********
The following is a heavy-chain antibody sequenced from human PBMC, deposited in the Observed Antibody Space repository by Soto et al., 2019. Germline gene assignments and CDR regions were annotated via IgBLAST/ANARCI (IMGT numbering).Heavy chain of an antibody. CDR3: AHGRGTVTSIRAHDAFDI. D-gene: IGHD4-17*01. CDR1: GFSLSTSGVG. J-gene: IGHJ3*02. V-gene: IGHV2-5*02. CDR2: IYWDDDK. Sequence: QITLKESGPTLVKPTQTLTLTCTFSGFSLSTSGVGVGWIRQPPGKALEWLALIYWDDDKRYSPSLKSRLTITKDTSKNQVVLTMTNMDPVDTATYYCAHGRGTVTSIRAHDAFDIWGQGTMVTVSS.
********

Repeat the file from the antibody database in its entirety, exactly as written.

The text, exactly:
The following is a heavy-chain antibody sequenced from human PBMC, deposited in the Observed Antibody Space repository by Soto et al., 2019. Germline gene assignments and CDR regions were annotated via IgBLAST/ANARCI (IMGT numbering).Heavy chain of an antibody. CDR3: AHGRGTVTSIRAHDAFDI. D-gene: IGHD4-17*01. CDR1: GFSLSTSGVG. J-gene: IGHJ3*02. V-gene: IGHV2-5*02. CDR2: IYWDDDK. Sequence: QITLKESGPTLVKPTQTLTLTCTFSGFSLSTSGVGVGWIRQPPGKALEWLALIYWDDDKRYSPSLKSRLTITKDTSKNQVVLTMTNMDPVDTATYYCAHGRGTVTSIRAHDAFDIWGQGTMVTVSS.